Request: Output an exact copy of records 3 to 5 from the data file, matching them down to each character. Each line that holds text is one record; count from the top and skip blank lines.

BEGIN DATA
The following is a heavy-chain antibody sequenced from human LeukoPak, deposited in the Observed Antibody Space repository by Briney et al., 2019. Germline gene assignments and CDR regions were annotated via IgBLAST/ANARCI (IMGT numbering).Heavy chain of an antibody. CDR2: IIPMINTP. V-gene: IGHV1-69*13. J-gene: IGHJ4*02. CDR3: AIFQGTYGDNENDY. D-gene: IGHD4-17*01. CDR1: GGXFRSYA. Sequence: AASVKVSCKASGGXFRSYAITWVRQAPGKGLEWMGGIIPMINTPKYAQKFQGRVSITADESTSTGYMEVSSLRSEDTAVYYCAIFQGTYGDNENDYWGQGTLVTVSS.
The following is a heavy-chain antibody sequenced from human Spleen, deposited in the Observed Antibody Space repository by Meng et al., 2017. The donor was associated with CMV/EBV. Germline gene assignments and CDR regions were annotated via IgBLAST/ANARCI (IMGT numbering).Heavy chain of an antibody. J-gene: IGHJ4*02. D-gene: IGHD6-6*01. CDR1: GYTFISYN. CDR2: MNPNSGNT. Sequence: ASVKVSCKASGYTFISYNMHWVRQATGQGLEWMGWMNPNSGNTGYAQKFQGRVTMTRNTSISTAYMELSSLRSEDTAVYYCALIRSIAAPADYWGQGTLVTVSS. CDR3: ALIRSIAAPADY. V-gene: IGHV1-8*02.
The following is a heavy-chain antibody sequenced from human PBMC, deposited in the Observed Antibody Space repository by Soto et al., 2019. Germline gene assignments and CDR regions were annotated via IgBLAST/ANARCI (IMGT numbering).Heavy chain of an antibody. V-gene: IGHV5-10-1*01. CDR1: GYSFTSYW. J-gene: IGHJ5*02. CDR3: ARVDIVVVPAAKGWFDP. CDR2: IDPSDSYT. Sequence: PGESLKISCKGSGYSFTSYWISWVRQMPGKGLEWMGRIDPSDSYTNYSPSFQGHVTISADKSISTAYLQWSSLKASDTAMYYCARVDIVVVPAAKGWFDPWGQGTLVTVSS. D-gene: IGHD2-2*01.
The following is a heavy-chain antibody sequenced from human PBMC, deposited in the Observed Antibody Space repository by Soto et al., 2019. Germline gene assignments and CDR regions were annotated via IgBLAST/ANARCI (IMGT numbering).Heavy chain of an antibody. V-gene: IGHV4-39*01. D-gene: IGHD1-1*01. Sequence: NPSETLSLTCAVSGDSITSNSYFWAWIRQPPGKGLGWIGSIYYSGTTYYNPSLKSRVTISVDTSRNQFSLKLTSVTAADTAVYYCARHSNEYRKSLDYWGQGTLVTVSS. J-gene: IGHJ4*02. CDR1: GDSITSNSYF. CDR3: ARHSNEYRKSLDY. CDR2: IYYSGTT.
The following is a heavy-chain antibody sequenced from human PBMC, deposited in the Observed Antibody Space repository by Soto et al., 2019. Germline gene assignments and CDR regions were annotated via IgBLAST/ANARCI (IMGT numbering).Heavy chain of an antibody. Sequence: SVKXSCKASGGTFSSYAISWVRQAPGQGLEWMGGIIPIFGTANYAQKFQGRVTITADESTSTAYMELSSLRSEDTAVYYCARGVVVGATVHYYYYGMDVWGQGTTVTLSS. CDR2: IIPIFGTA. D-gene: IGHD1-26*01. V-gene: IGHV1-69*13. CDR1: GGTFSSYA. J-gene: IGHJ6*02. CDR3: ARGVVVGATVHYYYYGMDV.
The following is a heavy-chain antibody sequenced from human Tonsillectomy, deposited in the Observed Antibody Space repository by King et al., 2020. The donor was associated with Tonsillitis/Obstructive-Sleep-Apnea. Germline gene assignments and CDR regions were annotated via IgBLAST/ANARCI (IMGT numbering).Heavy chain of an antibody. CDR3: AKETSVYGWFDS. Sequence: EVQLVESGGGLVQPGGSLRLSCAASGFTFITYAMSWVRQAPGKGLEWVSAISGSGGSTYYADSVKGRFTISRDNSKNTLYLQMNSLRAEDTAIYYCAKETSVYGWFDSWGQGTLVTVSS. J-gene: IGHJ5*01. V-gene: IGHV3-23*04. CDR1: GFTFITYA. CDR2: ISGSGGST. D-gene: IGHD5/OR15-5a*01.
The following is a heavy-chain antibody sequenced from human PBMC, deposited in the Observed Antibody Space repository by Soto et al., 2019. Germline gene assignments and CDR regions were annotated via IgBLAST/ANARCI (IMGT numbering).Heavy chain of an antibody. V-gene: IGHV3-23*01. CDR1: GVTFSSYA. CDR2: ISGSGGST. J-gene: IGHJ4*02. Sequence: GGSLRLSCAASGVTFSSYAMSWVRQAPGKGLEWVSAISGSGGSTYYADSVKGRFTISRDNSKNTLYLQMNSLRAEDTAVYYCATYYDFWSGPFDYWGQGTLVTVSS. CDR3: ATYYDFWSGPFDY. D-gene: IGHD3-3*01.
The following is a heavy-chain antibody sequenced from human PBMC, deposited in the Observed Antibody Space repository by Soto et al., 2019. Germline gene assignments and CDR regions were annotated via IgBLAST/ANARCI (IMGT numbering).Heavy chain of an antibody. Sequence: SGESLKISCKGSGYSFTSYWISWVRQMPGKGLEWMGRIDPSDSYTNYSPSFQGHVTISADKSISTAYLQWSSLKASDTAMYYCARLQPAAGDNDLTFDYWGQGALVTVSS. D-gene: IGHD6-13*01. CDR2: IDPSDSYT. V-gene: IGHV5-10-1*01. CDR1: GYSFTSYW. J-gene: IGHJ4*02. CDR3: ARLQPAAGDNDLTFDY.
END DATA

The following is a heavy-chain antibody sequenced from human PBMC, deposited in the Observed Antibody Space repository by Soto et al., 2019. Germline gene assignments and CDR regions were annotated via IgBLAST/ANARCI (IMGT numbering).Heavy chain of an antibody. V-gene: IGHV5-10-1*01. CDR1: GYSFTSYW. J-gene: IGHJ5*02. CDR3: ARVDIVVVPAAKGWFDP. CDR2: IDPSDSYT. Sequence: PGESLKISCKGSGYSFTSYWISWVRQMPGKGLEWMGRIDPSDSYTNYSPSFQGHVTISADKSISTAYLQWSSLKASDTAMYYCARVDIVVVPAAKGWFDPWGQGTLVTVSS. D-gene: IGHD2-2*01.
The following is a heavy-chain antibody sequenced from human PBMC, deposited in the Observed Antibody Space repository by Soto et al., 2019. Germline gene assignments and CDR regions were annotated via IgBLAST/ANARCI (IMGT numbering).Heavy chain of an antibody. V-gene: IGHV4-39*01. D-gene: IGHD1-1*01. Sequence: NPSETLSLTCAVSGDSITSNSYFWAWIRQPPGKGLGWIGSIYYSGTTYYNPSLKSRVTISVDTSRNQFSLKLTSVTAADTAVYYCARHSNEYRKSLDYWGQGTLVTVSS. J-gene: IGHJ4*02. CDR1: GDSITSNSYF. CDR3: ARHSNEYRKSLDY. CDR2: IYYSGTT.
The following is a heavy-chain antibody sequenced from human PBMC, deposited in the Observed Antibody Space repository by Soto et al., 2019. Germline gene assignments and CDR regions were annotated via IgBLAST/ANARCI (IMGT numbering).Heavy chain of an antibody. Sequence: SVKXSCKASGGTFSSYAISWVRQAPGQGLEWMGGIIPIFGTANYAQKFQGRVTITADESTSTAYMELSSLRSEDTAVYYCARGVVVGATVHYYYYGMDVWGQGTTVTLSS. CDR2: IIPIFGTA. D-gene: IGHD1-26*01. V-gene: IGHV1-69*13. CDR1: GGTFSSYA. J-gene: IGHJ6*02. CDR3: ARGVVVGATVHYYYYGMDV.